Blog | We Arrive in Taiji

We Arrive in Taiji

August 31, 2012 by Mark Palmer, Save Japan Dolphins

By Mark J. Palmer
Associate Director
International Marine Mammal Project
Earth Island Institute

We arrived in Taiji this evening, 32 people from 5 continents, all dedicated to stopping the dolphin slaughter that officially begins tomorrow on Sept. 1st.  (In fact, while the season “officially” begins, the dolphin killers know enough not to start the hunts until the media has left town, so we are unlikely to see any hunts right away.)

We have eight Japanese nationals joining us this year, which is quite an achievement.   We know many people in Japan who dislike the dolphin hunts and want them to stop, but it is very difficult for Japanese to take a stand.  They risk the wrath of the Japanese government, of the fishermen’s unions, and of some extreme nationalist groups that have seized upon the issues of whaling and dolphin hunting as “pro-Japan tradition” issues.

So we are very grateful for the support and help of our fellow Japanese on Sept. 1st in Taiji.  They are very brave and have become very good friends.

One friend we will sadly miss this weekend is Ric O’Barry himself.  As you read this, he is on a plane from Miami headed to Taiji, but won’t arrive until Sunday, Sept. 2nd. 

For three years, Ric and Earth Island have been sued by the captivity industry in a frivolous lawsuit meant to break us (we are being sued for $450 million in Florida state court!), all for opposing the import of live Taiji dolphins to a dolphinarium and casino.  This past week, Ric has been in court working with our pro-bono lawyers to end the lawsuit, and he could not break away from the trial proceedings in time to join us at the Cove on Sept. 1st.  But he will be here, as soon as he can.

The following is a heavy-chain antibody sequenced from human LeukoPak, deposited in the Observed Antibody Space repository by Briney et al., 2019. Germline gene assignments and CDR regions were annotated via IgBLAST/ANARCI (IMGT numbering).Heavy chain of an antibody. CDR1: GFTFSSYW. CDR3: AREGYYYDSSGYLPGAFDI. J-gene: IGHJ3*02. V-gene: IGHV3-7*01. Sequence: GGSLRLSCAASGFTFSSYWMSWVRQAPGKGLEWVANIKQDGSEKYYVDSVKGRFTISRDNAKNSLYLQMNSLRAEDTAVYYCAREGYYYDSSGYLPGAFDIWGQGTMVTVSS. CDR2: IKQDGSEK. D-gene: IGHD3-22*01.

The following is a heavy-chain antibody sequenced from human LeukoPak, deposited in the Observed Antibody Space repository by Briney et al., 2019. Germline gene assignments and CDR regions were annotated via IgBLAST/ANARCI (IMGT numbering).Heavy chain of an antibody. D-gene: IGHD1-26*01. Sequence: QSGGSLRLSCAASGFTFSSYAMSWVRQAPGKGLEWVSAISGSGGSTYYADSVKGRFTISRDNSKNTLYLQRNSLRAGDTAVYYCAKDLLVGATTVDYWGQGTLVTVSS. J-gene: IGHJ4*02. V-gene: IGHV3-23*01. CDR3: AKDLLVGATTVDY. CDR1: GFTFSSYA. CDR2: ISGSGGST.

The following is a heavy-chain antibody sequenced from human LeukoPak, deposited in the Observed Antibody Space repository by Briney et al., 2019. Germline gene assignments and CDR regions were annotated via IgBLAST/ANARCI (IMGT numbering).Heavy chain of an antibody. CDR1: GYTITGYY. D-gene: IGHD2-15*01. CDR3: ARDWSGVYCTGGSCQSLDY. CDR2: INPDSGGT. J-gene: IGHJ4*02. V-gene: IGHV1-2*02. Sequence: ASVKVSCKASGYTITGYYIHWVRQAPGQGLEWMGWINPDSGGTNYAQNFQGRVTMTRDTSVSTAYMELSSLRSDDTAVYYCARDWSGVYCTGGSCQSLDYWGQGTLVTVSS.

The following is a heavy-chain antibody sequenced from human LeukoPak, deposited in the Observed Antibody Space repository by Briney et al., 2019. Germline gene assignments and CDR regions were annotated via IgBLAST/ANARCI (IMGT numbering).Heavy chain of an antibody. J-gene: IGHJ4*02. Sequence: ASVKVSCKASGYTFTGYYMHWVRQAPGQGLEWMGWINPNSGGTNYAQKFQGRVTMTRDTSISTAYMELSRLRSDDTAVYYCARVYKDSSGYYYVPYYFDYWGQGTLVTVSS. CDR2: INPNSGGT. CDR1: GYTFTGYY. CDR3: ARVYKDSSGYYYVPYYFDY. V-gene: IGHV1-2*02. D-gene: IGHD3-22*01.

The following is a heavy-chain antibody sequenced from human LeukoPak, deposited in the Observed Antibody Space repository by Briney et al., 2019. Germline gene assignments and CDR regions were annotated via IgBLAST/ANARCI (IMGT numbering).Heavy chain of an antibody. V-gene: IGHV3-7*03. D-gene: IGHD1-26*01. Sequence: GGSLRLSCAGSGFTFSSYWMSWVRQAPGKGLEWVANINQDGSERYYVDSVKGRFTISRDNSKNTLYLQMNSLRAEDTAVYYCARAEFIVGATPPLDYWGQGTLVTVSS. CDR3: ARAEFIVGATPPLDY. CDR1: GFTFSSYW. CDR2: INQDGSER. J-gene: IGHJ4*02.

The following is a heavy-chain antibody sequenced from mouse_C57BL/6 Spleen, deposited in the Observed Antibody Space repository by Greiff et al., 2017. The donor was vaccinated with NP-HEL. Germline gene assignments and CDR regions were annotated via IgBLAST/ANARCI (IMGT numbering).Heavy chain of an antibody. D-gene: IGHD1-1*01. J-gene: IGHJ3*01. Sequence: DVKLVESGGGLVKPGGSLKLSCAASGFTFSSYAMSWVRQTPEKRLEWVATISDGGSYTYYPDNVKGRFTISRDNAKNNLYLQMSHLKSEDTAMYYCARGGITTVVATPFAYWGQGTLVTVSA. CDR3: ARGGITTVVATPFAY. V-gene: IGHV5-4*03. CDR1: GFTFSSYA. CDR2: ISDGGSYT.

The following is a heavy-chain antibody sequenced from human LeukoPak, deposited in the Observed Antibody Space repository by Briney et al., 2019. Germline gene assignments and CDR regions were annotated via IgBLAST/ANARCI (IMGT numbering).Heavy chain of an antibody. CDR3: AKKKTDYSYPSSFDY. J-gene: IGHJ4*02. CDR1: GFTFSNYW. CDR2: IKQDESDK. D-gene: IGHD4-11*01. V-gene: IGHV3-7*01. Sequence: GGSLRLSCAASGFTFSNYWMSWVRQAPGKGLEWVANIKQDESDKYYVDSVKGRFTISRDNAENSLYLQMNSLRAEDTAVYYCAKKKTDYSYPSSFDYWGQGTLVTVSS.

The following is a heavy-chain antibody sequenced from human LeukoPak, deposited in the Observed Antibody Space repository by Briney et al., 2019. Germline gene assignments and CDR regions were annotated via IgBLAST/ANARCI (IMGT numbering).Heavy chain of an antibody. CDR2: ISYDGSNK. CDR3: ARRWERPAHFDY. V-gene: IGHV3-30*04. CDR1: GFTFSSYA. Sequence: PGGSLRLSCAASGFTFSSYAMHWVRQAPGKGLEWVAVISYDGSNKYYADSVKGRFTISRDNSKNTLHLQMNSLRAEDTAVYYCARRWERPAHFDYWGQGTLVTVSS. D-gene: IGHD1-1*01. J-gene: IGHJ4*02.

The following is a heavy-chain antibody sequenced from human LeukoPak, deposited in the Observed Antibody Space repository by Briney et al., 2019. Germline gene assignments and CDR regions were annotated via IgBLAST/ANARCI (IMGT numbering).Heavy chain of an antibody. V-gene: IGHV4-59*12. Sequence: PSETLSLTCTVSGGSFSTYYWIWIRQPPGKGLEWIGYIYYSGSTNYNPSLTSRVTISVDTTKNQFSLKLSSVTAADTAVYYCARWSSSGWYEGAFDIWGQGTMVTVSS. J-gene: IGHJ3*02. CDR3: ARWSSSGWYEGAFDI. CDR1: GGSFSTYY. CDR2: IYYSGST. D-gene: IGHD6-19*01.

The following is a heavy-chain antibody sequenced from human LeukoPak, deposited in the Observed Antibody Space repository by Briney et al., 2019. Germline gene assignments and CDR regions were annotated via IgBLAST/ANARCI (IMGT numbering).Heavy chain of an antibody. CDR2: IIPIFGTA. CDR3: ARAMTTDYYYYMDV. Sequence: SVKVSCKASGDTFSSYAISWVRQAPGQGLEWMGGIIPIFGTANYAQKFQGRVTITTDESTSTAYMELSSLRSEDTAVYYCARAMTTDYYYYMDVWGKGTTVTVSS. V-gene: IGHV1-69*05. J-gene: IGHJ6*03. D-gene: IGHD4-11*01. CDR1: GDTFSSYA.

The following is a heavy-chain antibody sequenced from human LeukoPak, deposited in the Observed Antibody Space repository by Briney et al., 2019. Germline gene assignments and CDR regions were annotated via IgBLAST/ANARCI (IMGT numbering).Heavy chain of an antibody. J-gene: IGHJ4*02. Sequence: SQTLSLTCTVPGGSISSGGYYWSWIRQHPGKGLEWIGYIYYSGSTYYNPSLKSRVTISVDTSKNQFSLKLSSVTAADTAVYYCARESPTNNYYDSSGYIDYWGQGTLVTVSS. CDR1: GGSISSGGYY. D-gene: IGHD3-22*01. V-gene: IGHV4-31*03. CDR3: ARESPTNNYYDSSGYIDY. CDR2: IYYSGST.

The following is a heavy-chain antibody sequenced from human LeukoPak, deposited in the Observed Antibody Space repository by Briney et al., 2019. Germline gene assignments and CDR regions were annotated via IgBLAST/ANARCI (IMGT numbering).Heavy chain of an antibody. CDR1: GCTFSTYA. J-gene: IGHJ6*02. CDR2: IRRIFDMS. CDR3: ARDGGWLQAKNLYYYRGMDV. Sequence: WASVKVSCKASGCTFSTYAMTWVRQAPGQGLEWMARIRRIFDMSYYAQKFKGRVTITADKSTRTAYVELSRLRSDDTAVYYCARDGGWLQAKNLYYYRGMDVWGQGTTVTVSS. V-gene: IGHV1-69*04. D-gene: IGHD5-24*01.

Several people with us are veterans of these annual trips to Japan, including Tim and Carrie Burns, who have coordinated our volunteer Cove Monitors for the past two years, and Becca Jurczak, who joined us last year and went on to work at the Cove as a Monitor. 

Whale meat for sale in store along the road to Taiji.

Another veteran of the Cove, but joining us for the first time on Sept. 1st is Russ Ligtas of the Philippines, who has come to perform a Butoh dance, a Japanese art that he has perfected.  Leah Lemieux, who has also been a Cove Monitor and author of Rekindling the Waters, her book about the cruelty of keeping dolphins in captivity, is helping Earth Island support Russ’s expenses in Japan so he could join us.  Our deep thanks to Leah, who will be coming back again as a Cove Monitor later in the year.

Singer/songstress and bad-ass guitar player Arielle is with us to sing some songs she wrote about the dolphins,  We have other new friends from South Africa, Hong Kong, and Australia.

We are very grateful that these volunteers have spent their own time and money to come join us.  We could not all fit in our 25-seat bus, so we rented additional vans to bring the whole group and luggage down to Taiji from Osaka.

It is a long but very beautiful bus ride from Osaka to Taiji.  We pass through hills and valleys covered in bamboo and cedar forests.  There was also evidence of destruction from last year’s typhoon that hit directly on Taiji and the Wakayama Prefecture – we were able to gather on the beach of the Cove in the wind and the rain for only a few minutes for a moment of silence before scurrying back to Osaka or to the hotel where Ric and others waited out the typhoon.  In three days, as much rain fell on the area as normally falls all year.

As in past years, we stopped at one of the oldest Shinto shrines in Japan, the Kumano Hongu Taisho shrine.  It had started raining, so we were quite wet as we climbed the steps to the main shrine. There, a Shinto priest performed a special ceremony for us, in which we ask for a wish to be fulfilled.  The shrine is more than 700 years old, imbued with the spirit of the Japanese people.

Tomorrow, we drive the short way to the Cove, where we expect quite a show, between police, extreme nationalists, dolphin hunters, and the Japanese media.


Photographs by Mark J. Palmer.

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We Arrive in Taiji